A few weeks ago, my family and I awoke to discover that we had no water. Because we live in a rural area, we have a well rather than water provided by our closest city. It turns out that our problem was the failure of a small but expensive part in the system. What was striking was the sense of panic that a lack of water brought about. Suddenly, something that we assumed to be readily available was gone. Getting ready for school, washing clothes, taking a shower, and preparing breakfast became impossible.
For those who have a consistent, clean, and usable supply, it is easy to take water for granted. It is a luxury, however, that is not afforded to more than 1 billion people on the planet. Water is essential to life and yet, according to United Nations' statistics, nearly 75 percent of the world's population will have water resource problems by the year 2025. Clearly, this is an issue that demands our attention. According to the principles of the Cornwall Declaration on Environmental Stewardship, people of faith ought to seek solutions to environmental problems reflecting the truth that “growing affluence, technological innovation, and the application of human and material capital are integral to environmental improvement.”
At least one group of religious leaders is beginning to take note of the importance of the water issue. A conference in Taipei, Taiwan, last month focused on the topic of clean and accessible water. The event, themed “The Spiritual and Ecological Significance of Water,” was an interfaith ecumenical gathering. These people are to be congratulated. Religious leaders who are serious about the social demands of the Gospel ought to be paying attention.
What remains to be seen, however, is how well religious leaders can diagnose the problem and propose solutions that are fair, scientifically balanced, and make economic sense. These details are where the devil will reside.
What would be the solution if we discovered that the amount of water lost each year in the United States because of corroded and leaky pipes was enough to meet the water needs for each person on the planet for that same year? Or, put another way, we in the U.S leak one gallon of water a day for each of the 6 billion people on the planet.
Certainly this fact has to change the focus of the discussion. The problem isn't a lack of water. Rather, the problem is a poor delivery system in our own country (and other countries) that does not use the resources we have in a responsible way. We are not being good stewards of the earth's bounty.
There is a simple and cost-effective way to address this issue and it is something that most of us already make use of in our own homes: PVC pipe, which has a product life 10-times greater than that of metal piping.
The phenomenon of PVC pipe represents a technological innovation that offers a practical solution to a verifiable environmental problem. PVC pipes are more cost effective, reliable, and efficient at delivering water than are older, iron-based pipe systems. This is a clear case of fulfilling the Cornwall Declaration's aspiration that “advancements in agriculture, industry, and commerce not only minimize pollution and transform most waste products into efficiently used resources but also improve the material conditions of life for people everywhere.”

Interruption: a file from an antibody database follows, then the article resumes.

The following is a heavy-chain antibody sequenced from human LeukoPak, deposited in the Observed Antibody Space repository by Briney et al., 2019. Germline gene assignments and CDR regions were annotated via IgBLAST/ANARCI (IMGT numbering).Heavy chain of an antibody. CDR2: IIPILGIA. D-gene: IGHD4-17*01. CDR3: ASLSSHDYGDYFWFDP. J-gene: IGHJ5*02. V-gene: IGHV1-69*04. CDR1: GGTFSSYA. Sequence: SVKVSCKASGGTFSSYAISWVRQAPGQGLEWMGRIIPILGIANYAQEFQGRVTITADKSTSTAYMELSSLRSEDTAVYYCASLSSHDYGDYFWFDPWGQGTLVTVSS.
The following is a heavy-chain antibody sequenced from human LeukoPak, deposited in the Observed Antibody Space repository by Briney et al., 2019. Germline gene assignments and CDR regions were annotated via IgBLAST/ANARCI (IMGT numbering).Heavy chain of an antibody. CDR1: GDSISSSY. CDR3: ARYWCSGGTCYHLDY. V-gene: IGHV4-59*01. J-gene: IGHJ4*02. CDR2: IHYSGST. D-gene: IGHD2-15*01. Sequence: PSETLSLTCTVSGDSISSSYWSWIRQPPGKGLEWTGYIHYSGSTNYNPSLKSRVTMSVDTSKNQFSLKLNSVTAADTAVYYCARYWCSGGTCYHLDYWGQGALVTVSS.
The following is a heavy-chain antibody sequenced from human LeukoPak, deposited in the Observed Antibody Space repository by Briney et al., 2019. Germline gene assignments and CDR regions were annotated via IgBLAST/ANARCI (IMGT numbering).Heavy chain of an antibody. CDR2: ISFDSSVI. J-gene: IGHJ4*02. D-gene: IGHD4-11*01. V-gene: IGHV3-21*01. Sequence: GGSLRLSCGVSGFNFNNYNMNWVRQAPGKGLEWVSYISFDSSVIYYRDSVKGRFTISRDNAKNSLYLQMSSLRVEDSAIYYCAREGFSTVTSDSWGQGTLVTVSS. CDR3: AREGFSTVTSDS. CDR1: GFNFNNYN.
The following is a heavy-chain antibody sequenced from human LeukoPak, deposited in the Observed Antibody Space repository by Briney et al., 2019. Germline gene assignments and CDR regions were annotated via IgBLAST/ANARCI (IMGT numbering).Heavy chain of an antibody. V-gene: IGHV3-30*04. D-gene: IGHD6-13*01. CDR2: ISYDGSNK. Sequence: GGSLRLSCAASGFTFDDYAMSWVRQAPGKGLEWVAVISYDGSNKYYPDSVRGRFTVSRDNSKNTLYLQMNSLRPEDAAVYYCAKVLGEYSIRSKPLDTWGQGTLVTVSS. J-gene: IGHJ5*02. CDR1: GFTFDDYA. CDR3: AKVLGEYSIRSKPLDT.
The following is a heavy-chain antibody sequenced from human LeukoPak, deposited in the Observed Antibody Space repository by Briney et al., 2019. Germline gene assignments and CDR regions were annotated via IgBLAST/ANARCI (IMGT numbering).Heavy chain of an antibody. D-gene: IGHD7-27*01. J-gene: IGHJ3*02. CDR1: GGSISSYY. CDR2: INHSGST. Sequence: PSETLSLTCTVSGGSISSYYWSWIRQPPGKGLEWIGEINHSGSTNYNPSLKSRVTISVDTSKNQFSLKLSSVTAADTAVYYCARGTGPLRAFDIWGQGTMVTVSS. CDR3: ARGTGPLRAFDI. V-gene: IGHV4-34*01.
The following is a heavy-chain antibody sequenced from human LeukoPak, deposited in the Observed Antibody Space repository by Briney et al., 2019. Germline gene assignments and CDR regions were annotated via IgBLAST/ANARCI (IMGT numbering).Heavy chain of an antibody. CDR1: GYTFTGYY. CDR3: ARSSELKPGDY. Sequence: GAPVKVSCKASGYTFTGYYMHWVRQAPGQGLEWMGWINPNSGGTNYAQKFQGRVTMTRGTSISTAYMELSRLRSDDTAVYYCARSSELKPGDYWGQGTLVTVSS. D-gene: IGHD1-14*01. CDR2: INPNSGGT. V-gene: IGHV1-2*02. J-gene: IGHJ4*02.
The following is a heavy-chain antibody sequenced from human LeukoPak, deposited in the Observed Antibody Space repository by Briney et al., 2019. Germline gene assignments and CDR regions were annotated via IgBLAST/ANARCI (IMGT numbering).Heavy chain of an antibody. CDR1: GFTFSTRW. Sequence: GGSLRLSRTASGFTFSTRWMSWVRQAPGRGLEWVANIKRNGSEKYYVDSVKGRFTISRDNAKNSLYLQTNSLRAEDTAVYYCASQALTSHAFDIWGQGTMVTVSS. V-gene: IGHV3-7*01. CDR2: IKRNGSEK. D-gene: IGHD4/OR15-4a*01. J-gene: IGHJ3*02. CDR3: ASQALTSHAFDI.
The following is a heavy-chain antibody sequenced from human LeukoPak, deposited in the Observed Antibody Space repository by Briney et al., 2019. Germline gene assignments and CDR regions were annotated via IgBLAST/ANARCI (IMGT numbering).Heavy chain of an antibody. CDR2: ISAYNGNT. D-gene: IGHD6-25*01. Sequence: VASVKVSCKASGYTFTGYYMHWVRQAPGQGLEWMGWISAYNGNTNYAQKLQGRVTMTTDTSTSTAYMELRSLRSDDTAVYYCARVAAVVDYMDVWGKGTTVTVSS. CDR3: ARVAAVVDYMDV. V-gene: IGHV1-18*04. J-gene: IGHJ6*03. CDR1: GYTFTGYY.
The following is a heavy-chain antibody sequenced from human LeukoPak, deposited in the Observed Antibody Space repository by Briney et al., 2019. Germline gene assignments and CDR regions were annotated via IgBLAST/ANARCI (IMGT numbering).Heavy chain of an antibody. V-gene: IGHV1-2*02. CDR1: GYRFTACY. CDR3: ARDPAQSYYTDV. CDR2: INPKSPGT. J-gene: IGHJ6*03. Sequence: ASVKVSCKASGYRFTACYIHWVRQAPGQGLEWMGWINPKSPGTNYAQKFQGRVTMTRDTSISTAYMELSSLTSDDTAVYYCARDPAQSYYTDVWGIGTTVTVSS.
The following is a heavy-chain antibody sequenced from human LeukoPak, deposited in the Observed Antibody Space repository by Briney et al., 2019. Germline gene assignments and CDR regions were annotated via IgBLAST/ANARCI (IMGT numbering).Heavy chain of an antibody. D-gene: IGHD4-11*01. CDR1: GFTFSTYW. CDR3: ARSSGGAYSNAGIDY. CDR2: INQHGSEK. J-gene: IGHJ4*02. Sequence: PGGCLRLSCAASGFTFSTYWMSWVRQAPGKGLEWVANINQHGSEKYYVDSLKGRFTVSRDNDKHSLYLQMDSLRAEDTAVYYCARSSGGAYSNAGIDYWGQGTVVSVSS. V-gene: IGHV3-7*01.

And it is here that the devil joins the conversation. While some, like many at November's Taipei conference, are concerned about the best ways to reliably protect water supplies, other people of faith are actively seeking to undermine the best methods of water conservation.
Sadly, the soundness of a PVC-based solution to water conservation is adamantly opposed by some religious activists who have sought to baptize the agenda of radical environmentalists. The Building in Good Faith (BIGF) initiative, embraced by both the National Religious Partnership on the Environment (NRPE) and the National Council of Churches (NCC), seeks to purge PVC from all building materials, including water supply systems.
This “green” building agenda contends that “PVC is the worst plastic from an environmental health perspective, posing great environmental and health hazards in its manufacture, product life, and disposal.” While these sweeping claims about PVC are based on speculation and questionable science, concerns about water conservation are real and potentially lifesaving.
When faced with two competing claims – one unfounded and the other legitimate – the Cornwall Declaration gives us good reason to embrace the latter and avoid the former: “Public policies to combat exaggerated risks can dangerously delay or reverse the economic development necessary to improve not only human life but also human stewardship of the environment.”
As much as the legitimate focus on the water conservation crisis is to be celebrated, however, attention to the problem is not enough. The question becomes, “How will people of faith approach this problem?” Will we embrace a radical “green” agenda like that of Building in Good Faith, or will we see that technology, business, and sound environmental policy must be the cornerstone principles for addressing water usage?
We can only hope and pray that the valid concerns about water conservation will trump the alarmist rhetoric of the anti-PVC advocates. The success of our efforts to address the critical issues of the water conservation crisis hangs in the balance.